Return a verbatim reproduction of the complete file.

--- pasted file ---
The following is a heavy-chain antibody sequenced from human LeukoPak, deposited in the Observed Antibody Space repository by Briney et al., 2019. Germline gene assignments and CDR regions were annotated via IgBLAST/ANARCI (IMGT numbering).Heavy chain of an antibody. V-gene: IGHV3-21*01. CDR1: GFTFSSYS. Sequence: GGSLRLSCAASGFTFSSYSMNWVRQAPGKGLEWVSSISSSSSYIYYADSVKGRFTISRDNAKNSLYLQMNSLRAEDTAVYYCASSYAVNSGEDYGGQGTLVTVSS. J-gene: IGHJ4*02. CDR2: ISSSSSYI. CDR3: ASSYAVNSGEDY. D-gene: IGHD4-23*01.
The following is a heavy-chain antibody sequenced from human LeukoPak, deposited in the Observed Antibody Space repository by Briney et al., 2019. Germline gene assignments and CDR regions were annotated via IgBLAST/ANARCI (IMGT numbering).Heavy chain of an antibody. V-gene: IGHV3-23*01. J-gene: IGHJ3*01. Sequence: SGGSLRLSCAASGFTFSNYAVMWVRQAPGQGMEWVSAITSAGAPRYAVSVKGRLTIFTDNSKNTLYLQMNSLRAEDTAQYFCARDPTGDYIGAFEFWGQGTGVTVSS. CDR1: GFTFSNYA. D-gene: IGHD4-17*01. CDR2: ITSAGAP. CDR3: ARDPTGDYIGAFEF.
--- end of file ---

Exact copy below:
The following is a heavy-chain antibody sequenced from human LeukoPak, deposited in the Observed Antibody Space repository by Briney et al., 2019. Germline gene assignments and CDR regions were annotated via IgBLAST/ANARCI (IMGT numbering).Heavy chain of an antibody. V-gene: IGHV3-21*01. CDR1: GFTFSSYS. Sequence: GGSLRLSCAASGFTFSSYSMNWVRQAPGKGLEWVSSISSSSSYIYYADSVKGRFTISRDNAKNSLYLQMNSLRAEDTAVYYCASSYAVNSGEDYGGQGTLVTVSS. J-gene: IGHJ4*02. CDR2: ISSSSSYI. CDR3: ASSYAVNSGEDY. D-gene: IGHD4-23*01.
The following is a heavy-chain antibody sequenced from human LeukoPak, deposited in the Observed Antibody Space repository by Briney et al., 2019. Germline gene assignments and CDR regions were annotated via IgBLAST/ANARCI (IMGT numbering).Heavy chain of an antibody. V-gene: IGHV3-23*01. J-gene: IGHJ3*01. Sequence: SGGSLRLSCAASGFTFSNYAVMWVRQAPGQGMEWVSAITSAGAPRYAVSVKGRLTIFTDNSKNTLYLQMNSLRAEDTAQYFCARDPTGDYIGAFEFWGQGTGVTVSS. CDR1: GFTFSNYA. D-gene: IGHD4-17*01. CDR2: ITSAGAP. CDR3: ARDPTGDYIGAFEF.